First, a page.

The only problem with such a figure is it contains some items which are either volatile from one year to another (such as gains on player sales) and others which are one-offs (such as FFP fines).

We therefore prefer to use something called normalised EBIT (Earnings Before Interest and Tax) which adjusts for the above items.

This profit measure shows that Bournemouth had their most successful year in the club’s history in 2016/17, mainly on the back of the increased broadcasting revenues. It also highlights the issue that has occupied those who snipe at the club in terms of the losses made in 2014/15 when the club was promoted to the Premier League and the FFP fine arose.

FFP profit is however a law unto itself. In 2014/15 clubs were allowed a maximum FFP loss of £6 million. Some costs are excluded from FFP, such as infrastructure (£2m in 2015), promotion bonuses (estimated £9m), academy (£2m est.) and community schemes (£0.6m est).

If these costs are added back to the operating loss then we arrive at the following estimate of an FFP loss.

Under EFL rules clubs promoted are subject to an FFP fine (as a transfer embargo is not feasible when clubs move to the EPL), which is calculated on a sliding scale as follows:

This gives an FFP fine estimate which is in within a gnat’s testicle difference from the figure shown in the Bournemouth accounts for 2014/15 of £7.615 million.

To give Bournemouth credit the club held its hand up, admitted that it had exceeded the allowable profits and set aside a sum (but did not appear to pay) the sum in the accounts.

Enter two flies in the ointment, both Queen’s Park Rangers (from 2013/14) and Leicester City (2014/15) were also subject to EFL potential fines when promoted. They took a different approach to Bournemouth and instead tried to claim that FFP was illegal and therefore fines unenforceable. Bournemouth therefore awaited how these two clubs were dealt with before handing over the money, and to an extent that seems a fair approach to take.

The fact that they knew the FFP rules whilst members of the Championship appeared to have bypassed the clubs’ respective owners. QPR have a potential fine of about £40 million from the season in which their income was £38 million and wages were £73 million, resulting in a loss of £65 million. Since then their lawyers, esteemed London firm Cockwomble, Wankpuffin and Co, have used every wriggling, prevaricating and filibustering scheme known to man to try to weasel out of paying the sum due.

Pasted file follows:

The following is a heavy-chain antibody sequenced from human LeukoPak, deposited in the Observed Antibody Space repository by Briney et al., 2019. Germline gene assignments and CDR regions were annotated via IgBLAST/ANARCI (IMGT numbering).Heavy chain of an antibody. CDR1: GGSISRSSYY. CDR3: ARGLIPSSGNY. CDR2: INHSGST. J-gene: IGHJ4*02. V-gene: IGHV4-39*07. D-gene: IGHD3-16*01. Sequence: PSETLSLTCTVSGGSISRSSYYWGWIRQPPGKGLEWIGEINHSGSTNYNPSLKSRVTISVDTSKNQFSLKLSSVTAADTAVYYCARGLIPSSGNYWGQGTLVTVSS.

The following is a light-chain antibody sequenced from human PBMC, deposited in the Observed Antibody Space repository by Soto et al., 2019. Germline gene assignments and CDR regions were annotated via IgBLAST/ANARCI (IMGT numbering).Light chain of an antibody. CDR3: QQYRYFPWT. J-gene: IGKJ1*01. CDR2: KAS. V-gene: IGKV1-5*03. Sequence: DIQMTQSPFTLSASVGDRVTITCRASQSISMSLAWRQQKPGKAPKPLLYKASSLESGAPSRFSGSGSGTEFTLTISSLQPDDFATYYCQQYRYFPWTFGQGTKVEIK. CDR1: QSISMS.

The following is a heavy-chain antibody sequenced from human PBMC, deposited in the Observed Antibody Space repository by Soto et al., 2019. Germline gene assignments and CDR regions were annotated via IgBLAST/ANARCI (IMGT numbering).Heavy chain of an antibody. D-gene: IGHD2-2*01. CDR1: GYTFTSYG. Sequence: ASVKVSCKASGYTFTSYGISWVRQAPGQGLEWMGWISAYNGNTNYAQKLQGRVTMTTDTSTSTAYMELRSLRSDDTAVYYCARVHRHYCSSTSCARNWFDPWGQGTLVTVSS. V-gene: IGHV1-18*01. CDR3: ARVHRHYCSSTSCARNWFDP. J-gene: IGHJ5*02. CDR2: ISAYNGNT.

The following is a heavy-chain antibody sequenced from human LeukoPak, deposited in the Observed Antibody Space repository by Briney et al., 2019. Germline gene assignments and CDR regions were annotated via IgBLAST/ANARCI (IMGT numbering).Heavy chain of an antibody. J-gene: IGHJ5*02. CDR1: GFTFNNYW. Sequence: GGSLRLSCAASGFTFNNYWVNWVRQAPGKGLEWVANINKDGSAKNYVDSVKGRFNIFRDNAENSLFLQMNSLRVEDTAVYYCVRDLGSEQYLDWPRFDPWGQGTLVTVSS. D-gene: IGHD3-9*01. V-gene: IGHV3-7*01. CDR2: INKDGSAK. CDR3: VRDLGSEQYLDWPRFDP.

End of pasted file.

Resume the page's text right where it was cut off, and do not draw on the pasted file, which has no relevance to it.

Our snouts close to the EFL advise that the League became so paranoid about the constant stream of queries, points of order and delaying tactics from Cockwomble, Wankpuffin and Co that whenever QPR was discussed at EFL meetings it was agreed that no notes would be included in the minutes of the meetings to try to reduce the ambulance chasers from finding yet another excuse to push back judgement day. Even though the case went to arbitration in 2017 and QPR lost, there has been an appeal to further drag out the outcome (whilst of course the lawyers have their meters still ticking, and Range Rover Sport brochures are looking decidedly thumbed).

Leicester agreed to a fine of £3.1 million in February this year, after their lawyers Sue, Grabbit and Runne advised the club to reach a settlement. It is probably on the basis of the calculations and appeal used by Leicester that Bournemouth have managed to have their FFP fine reduced from £7.6m to £4.8m.

Our view here at Price of Football towers has been unchanged since FFP was first introduced. It discriminates against smaller clubs (such as Bournemouth) who have less ground capacity than others and also against all clubs that are not in receipt of parachute payments.

FFP also encourages clubs to get creative with their accounting policies (see our blog on Derby County if you fancy the tedious details) as compliant auditors with the spines of jellyfish and legal firms (and yes we know there are good ones too) with the moral compass of Gary Glitter in a flooded cave full of Thai schoolboys see FFP as an opportunity to fill their boots with fees.